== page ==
Article
An Intervention Based on Identifying Topics That Students Have Difficulties with
Mathematics 2020, 8(12), 2220; https://doi.org/10.3390/math8122220 - 14 Dec 2020
Cited by 3 | Viewed by 575
Abstract
Students who start university coming from secondary school commit some common conceptual errors. This paper presents a study developed in the subject of Numerical Methods taught in the second term of the Industrial Engineering Degrees of Oviedo University (Spain). The study was comprised [...] Read more.
Students who start university coming from secondary school commit some common conceptual errors. This paper presents a study developed in the subject of Numerical Methods taught in the second term of the Industrial Engineering Degrees of Oviedo University (Spain). The study was comprised of several activities, with two main objectives. Firstly, detecting over time the main deficiencies in mathematical knowledge presented by students in the first year of their university degrees and secondly, overcoming these shortcomings. The activities carried out involved preparing teaching materials to be uploaded to a shared folder and made available to the students of the subject, the preparation of a questionnaire and the performance of a task group by the students and then giving them feedback about the shortcomings identified. These activities have been well-received by the students and the results obtained have been positive. Our intention, for later courses, is to continue developing this work with some supplementary activities. Full article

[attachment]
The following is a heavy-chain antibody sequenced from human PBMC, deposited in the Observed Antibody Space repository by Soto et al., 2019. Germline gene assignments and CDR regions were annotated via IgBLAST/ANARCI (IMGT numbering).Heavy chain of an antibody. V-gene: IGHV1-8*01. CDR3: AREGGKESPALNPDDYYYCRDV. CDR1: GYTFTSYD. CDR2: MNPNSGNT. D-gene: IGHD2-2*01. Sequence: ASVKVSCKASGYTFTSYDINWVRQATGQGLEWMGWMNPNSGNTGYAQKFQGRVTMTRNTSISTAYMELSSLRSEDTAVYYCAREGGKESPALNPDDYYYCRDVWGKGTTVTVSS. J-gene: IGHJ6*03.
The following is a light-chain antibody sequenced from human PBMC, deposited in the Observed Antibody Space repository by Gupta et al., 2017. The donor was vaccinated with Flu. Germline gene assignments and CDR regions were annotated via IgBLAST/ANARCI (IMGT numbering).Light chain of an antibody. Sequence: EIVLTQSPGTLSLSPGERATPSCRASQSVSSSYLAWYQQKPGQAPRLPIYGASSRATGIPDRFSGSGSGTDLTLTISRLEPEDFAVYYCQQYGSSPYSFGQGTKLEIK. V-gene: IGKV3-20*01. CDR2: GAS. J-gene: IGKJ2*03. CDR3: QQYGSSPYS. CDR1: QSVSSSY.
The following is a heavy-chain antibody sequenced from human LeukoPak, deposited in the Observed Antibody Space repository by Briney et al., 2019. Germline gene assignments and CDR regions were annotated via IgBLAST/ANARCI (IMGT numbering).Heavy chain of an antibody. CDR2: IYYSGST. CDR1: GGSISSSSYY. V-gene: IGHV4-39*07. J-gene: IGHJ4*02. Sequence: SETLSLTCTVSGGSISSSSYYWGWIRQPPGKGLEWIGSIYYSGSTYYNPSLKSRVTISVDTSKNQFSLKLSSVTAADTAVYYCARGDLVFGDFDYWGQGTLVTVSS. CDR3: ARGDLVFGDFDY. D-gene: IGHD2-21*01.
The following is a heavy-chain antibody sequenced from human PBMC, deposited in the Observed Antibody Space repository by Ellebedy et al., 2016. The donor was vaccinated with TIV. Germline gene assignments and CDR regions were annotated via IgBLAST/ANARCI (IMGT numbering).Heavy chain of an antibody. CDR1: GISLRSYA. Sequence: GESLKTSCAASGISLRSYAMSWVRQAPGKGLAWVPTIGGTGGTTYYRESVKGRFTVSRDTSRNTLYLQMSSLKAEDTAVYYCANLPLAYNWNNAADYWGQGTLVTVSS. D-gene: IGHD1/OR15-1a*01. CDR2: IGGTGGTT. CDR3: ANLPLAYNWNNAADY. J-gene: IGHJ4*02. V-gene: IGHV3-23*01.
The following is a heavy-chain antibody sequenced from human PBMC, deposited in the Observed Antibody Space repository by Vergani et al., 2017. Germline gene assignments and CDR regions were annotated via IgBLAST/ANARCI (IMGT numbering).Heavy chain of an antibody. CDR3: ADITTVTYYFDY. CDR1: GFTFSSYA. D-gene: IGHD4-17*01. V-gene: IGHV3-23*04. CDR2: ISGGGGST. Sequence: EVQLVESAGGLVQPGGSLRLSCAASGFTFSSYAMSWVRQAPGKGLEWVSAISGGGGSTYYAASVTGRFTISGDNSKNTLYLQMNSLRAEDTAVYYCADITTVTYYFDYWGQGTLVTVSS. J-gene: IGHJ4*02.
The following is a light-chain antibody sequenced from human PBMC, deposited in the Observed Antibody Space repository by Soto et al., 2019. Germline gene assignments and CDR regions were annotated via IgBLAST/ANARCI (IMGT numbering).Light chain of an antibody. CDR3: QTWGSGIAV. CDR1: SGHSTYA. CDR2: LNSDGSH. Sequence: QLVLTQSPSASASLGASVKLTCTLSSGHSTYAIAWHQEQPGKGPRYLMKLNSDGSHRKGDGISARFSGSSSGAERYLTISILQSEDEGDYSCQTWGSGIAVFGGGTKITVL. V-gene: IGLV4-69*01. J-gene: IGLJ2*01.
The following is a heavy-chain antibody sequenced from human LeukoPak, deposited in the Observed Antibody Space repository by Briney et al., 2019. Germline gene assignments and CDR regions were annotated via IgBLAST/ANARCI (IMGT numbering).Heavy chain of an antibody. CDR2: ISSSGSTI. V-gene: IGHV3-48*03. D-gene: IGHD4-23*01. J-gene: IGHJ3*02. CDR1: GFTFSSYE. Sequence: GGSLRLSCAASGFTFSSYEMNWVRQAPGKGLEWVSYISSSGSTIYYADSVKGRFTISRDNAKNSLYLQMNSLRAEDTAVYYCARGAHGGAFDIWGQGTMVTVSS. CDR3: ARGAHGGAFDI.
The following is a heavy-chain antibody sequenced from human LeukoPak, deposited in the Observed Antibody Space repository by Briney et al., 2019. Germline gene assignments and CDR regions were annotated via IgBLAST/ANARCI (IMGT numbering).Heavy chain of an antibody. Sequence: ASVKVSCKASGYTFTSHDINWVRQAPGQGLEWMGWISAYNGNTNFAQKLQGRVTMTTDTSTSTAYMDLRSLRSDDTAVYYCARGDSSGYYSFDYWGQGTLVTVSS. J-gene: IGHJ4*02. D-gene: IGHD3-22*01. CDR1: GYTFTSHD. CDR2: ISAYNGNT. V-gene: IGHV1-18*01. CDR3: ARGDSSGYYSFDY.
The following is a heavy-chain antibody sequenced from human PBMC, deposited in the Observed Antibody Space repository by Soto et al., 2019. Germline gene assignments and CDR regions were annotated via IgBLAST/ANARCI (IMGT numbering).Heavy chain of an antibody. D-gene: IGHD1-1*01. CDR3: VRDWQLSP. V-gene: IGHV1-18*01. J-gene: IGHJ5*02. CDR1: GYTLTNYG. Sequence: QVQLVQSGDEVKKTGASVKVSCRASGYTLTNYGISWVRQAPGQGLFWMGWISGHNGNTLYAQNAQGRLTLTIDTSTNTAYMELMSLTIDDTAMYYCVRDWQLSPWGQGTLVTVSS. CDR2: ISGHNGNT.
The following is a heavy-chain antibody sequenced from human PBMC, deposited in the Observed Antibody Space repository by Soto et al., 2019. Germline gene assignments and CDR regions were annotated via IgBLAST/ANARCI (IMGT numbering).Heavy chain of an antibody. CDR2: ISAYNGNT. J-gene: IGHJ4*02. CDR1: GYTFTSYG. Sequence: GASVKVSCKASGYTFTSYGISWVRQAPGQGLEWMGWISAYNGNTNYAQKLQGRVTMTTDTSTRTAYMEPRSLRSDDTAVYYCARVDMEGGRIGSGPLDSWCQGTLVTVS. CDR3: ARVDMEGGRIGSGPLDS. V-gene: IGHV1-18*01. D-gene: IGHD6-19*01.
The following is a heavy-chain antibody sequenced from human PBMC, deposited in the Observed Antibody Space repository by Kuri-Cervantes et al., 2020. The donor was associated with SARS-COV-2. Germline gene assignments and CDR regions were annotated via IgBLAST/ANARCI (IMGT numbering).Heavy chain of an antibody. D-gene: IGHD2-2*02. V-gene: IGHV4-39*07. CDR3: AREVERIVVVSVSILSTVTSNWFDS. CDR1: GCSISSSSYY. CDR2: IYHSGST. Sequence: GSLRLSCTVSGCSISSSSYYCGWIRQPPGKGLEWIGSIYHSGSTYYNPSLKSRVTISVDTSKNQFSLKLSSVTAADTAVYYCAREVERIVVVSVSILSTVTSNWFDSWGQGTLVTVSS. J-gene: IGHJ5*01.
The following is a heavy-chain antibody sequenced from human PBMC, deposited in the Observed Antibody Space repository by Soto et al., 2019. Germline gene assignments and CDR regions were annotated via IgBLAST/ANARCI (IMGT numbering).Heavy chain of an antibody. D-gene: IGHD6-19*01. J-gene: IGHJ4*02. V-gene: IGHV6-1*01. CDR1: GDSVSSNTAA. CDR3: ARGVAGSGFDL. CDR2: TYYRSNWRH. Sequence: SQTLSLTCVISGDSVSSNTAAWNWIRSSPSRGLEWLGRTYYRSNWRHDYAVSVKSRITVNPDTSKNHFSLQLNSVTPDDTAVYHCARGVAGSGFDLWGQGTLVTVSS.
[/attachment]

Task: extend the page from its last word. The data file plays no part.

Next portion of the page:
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Article
Set the Controls for the Heart of the Maths. The Protective Factor of Resilience in the Face of Mathematical Anxiety
Mathematics 2020, 8(10), 1660; https://doi.org/10.3390/math8101660 - 26 Sep 2020
Cited by 1 | Viewed by 1503
Abstract
According to the latest PISA report, the level of mathematical competence of Spanish students is far behind the rest of the OECD countries. One of the main reasons for this is the animosity that students feel towards this subject. Therefore, this study aims [...] Read more.
According to the latest PISA report, the level of mathematical competence of Spanish students is far behind the rest of the OECD countries. One of the main reasons for this is the animosity that students feel towards this subject. Therefore, this study aims to analyze the processes of overcoming the vicissitudes of mathematical anxiety with respect to motivation, metacognitive strategies and academic performance. This study involved 1742 high school students with an average age of 14.87. To analyze the variables of the study, descriptive statistical analyses and a model of structural equations were carried out. The results revealed a negative correlation between resilience and anxiety. In turn, resilience was positively related to motivation and metacognitive strategies, while anxiety was negatively related to motivation and metacognitive strategies. Motivation was positively related to metacognitive strategies and academic performance; finally, metacognitive strategies were positively related to academic performance. Full article